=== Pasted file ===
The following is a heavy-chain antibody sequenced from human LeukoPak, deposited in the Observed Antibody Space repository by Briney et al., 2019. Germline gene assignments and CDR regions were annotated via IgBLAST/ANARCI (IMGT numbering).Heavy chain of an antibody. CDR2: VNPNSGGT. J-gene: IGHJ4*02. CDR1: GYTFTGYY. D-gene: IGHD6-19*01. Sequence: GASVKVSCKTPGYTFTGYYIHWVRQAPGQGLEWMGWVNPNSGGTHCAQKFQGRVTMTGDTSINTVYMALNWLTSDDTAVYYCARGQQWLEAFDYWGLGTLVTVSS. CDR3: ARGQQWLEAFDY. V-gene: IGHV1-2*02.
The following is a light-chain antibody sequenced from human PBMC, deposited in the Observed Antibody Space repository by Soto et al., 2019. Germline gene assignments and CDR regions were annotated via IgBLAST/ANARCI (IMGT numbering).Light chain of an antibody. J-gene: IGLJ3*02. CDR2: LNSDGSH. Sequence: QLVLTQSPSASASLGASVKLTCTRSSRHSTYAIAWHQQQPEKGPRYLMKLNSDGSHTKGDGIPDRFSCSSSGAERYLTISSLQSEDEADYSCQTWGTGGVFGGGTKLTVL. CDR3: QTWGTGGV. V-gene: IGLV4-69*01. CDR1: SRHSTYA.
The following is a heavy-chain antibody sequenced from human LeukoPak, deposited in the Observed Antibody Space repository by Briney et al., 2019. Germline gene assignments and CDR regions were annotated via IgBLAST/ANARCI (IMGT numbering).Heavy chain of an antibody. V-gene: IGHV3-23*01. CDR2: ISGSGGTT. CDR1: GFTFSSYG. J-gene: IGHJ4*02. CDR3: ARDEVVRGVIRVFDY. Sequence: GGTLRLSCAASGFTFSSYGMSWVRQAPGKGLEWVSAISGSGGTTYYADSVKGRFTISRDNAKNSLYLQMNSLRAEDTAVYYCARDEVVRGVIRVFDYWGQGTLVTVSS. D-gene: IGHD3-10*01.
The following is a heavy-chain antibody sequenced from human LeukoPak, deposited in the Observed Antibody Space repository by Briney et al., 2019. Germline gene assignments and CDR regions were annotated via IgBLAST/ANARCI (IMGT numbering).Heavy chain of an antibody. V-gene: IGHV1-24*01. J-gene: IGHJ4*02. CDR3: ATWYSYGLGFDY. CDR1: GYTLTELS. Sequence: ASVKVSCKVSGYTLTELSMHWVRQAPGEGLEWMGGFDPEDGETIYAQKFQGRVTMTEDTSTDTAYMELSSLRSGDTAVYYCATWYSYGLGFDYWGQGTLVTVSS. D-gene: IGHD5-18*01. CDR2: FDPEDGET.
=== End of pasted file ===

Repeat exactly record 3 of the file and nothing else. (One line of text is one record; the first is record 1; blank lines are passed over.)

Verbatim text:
The following is a heavy-chain antibody sequenced from human LeukoPak, deposited in the Observed Antibody Space repository by Briney et al., 2019. Germline gene assignments and CDR regions were annotated via IgBLAST/ANARCI (IMGT numbering).Heavy chain of an antibody. V-gene: IGHV3-23*01. CDR2: ISGSGGTT. CDR1: GFTFSSYG. J-gene: IGHJ4*02. CDR3: ARDEVVRGVIRVFDY. Sequence: GGTLRLSCAASGFTFSSYGMSWVRQAPGKGLEWVSAISGSGGTTYYADSVKGRFTISRDNAKNSLYLQMNSLRAEDTAVYYCARDEVVRGVIRVFDYWGQGTLVTVSS. D-gene: IGHD3-10*01.